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GMS Racing won’t field Xfinity team in 2020

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GMS Racing announced Thursday it will not field an entry in the Xfinity Series in 2020.

The team, which competed with John Hunter Nemechek in the series this year, will focus on the Gander RV & Outdoors Truck Series and ARCA Racing Series.

The team made 116 starts in the Xfinity Series since 2016 and had one win, with Spencer Gallagher at Talladega in 2018. Nemechek made the playoffs this year and finished seventh in the standings driving the No. 23 Chevrolet. He earned six top fives and 19 top-10 finishes.

GMS Racing released the following statement from president Mike Beam:

GMS Racing will not field a NASCAR Xfinity Series entry next season. We have decided that in the best interest of the organization we will put our complete focus on our Gander Trucks and ARCA Racing Series programs in 2020. We can’t thank John Hunter and everyone that has been involved in our Xfinity effort over the past four years enough for their hard work and dedication to the organization. We wish John Hunter the best in his future endeavors.

John Hunter Nemechek released his own statement:

Brett Moffitt joins GMS Racing to defend Truck title

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GMS Racing announced Thursday that reigning NASCAR Truck champion Brett Moffitt will drive the team’s No. 24 ride in the Gander Outdoors Truck Series. GMS Racing made the announcement a day after stating that Johnny Sauter would not return to the team.

“I’m excited to be given the chance to defend my 2018 championship,” Moffitt said in a statement from the team. “I have to thank the Gallagher family and everyone at GMS for this opportunity. I can’t wait to start working with Jerry (Baxter, crew chief) and the guys to kick off the season at Daytona in a few weeks.”

Moffitt needed a ride after he was replaced by Austin Hill at Hattori Racing. Despite winning the championship, Hattori Racing struggled to find sponsorship throughout the season. Moffitt said after winning the title in November he didn’t know where he would drive this season.

The 26-year-old Moffitt won six races last year. He has seven career Truck wins in 36 starts.

“Brett will be an excellent addition to the GMS organization,” GMS team president Mike Beam said in a statement. “Last year he showed the racing world the amount of talent and determination he has, especially while facing some adversity throughout the season. We look forward to helping him win his second championship and ours as well.

“We have a strong driver lineup in every series we’ll compete in this year. Maury Gallagher has given us the tools and personnel we need to compete for several championships.”

In a Thursday afternoon teleconference, Moffitt called the signing an “11th hour” deal and said discussions between him and GMS started “in-between the holidays. They just wanted to see what I could bring to them and what they could for me and if I was still available.”

Moffitt said “a few existing partners” that have been with him through the years will be on the No. 24, but he’s not sure how often.

Even with those partners, Moffitt said staying with Hattori was “never an option.”

“Quite frankly, I don’t think it would have been enough to move the needle,” Moffitt said. “I think GMS has given us a really good platform where we can take some of our current partners and their current partners and help build it all.”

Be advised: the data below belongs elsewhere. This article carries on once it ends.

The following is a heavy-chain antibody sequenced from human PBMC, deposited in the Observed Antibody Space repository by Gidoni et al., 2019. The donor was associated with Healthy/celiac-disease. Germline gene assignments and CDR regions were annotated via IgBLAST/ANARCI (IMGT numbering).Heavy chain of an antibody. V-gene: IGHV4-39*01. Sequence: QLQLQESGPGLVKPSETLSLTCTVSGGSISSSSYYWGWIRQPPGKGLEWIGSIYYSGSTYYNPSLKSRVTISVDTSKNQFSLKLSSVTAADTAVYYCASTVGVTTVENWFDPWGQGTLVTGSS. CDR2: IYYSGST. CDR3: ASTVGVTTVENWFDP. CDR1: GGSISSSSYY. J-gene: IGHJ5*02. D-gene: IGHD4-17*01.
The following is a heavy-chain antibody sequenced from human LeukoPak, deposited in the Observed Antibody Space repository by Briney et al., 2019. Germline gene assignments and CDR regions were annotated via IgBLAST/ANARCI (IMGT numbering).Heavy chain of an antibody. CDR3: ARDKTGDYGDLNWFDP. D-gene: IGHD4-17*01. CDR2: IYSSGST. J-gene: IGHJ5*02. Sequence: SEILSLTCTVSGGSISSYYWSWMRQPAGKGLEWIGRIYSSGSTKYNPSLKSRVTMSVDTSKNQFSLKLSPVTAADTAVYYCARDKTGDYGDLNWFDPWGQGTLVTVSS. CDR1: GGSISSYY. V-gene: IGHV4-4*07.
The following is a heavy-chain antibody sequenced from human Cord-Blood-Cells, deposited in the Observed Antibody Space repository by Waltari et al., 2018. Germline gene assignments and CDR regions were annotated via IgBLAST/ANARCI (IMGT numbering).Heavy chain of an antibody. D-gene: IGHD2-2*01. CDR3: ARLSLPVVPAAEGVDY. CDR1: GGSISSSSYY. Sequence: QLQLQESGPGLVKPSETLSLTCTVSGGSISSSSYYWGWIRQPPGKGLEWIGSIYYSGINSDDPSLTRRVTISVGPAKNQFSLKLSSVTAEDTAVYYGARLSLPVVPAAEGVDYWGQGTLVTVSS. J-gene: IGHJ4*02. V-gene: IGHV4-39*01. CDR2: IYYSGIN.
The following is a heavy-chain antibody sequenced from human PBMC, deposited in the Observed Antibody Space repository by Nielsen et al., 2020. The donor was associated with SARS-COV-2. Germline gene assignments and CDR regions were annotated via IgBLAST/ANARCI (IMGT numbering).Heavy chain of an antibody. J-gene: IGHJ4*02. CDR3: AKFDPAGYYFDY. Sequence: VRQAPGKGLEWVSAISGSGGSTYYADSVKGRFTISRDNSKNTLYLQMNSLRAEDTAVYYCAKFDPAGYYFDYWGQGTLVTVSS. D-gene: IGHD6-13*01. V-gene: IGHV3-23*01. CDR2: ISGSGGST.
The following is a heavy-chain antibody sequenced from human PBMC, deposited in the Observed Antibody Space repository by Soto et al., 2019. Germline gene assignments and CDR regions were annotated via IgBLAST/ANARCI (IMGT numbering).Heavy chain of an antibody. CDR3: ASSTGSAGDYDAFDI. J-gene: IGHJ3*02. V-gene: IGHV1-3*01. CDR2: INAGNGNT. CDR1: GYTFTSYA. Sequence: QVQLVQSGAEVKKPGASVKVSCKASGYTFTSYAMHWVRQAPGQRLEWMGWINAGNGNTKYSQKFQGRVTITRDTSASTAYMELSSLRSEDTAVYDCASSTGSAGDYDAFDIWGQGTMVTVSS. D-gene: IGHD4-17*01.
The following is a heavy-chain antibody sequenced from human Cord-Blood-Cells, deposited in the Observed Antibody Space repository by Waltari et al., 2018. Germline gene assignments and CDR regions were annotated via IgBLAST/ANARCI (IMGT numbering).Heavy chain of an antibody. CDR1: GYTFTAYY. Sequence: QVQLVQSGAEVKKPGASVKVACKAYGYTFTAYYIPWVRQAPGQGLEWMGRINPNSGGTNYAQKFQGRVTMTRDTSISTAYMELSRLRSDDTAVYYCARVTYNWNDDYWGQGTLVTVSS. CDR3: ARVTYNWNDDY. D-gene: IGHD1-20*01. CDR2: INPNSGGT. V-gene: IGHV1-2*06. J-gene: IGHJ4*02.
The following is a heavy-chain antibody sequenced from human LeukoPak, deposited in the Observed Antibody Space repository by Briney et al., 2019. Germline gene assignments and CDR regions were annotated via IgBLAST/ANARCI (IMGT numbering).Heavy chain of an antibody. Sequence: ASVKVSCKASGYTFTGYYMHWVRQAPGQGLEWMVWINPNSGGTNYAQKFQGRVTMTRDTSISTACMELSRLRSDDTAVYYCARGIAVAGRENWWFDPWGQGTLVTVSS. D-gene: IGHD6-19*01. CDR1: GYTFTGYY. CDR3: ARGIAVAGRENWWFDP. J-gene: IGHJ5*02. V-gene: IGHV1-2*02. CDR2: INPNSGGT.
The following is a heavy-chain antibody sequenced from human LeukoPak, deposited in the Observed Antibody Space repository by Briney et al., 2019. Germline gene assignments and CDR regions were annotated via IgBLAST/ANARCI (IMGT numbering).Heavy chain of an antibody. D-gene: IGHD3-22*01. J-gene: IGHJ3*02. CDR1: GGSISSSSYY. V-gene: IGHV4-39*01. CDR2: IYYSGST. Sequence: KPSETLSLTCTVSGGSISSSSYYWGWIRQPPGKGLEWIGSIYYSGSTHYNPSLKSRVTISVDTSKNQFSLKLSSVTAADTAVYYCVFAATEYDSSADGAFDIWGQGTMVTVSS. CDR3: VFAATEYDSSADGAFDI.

Before the GMS opportunity arrived, Moffitt said he “had options open.”

“None of them that would necessarily lead to me being in race-winning equipment, which is what I wanted ultimately,” Moffitt said. “A few opportunities in less than impressive Cup stuff. We had talked with some Xfinity teams as well. The biggest thing for me is to go out and try to compete for a championship and win races. I was kind of holding out and hoping a deal like this would come together.”

Moffitt said he considered at one point settling for opportunities to run limited races in winning equipment.

He said the deal from GMS was the “best deal out there by far and I think it’ll be one of the best positions I’ve been in in my career.”

Moffitt cited a relationship with GMS that originated in one Xfinity Series start for the team in 2017 when he finished 11th at Iowa Speedway.

“Just kind of always been in talks on-and-off,” Moffitt said. “When this opportunity opened up to them, I believe I was the first person they called about it. I’m just glad we were able to make it happen.”

The rest of the GMS Racing lineup for 2019 features:

  • Rookie Sheldon Creed in the No. 2 Truck with Doug Randolph as crew chief.
  • John Hunter Nemechek in the No. 23 Xfinity car with Chad Norris as crew chief.
  • Sam Mayer in the No. 21 K&N Pro Series East ride. He’ll also run limited ARCA and Truck races.

GMS Racing also stated that Halmar Friesen Racing renewed its technical alliance with GMS Racing to field the No. 52 for Stewart Friesen.

Daniel McFadin contributed to this report

Elliott Sadler begins final chapter with crew chief who revived career

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Elliott Sadler got his wish.

The 43-year-old JR Motorsports driver will end his NASCAR career racing “for all the marbles.”

Sadler, who announced the end of his full-time career in August, was determined to make the Round of 8 in the Xfinity playoffs. Then he could set out to fulfill the biggest wish of a career that began in 1995 – to be a NASCAR champion.

The final four races of Sadler’s career begins Saturday at Kansas Speedway (3 p.m. ET on NBC).

“It’s cool to know that my last four races that I’m running in are not just to fill the schedule,” Sadler told NBC Sports. “There’s a lot on the line. We want to go there and do a good job.”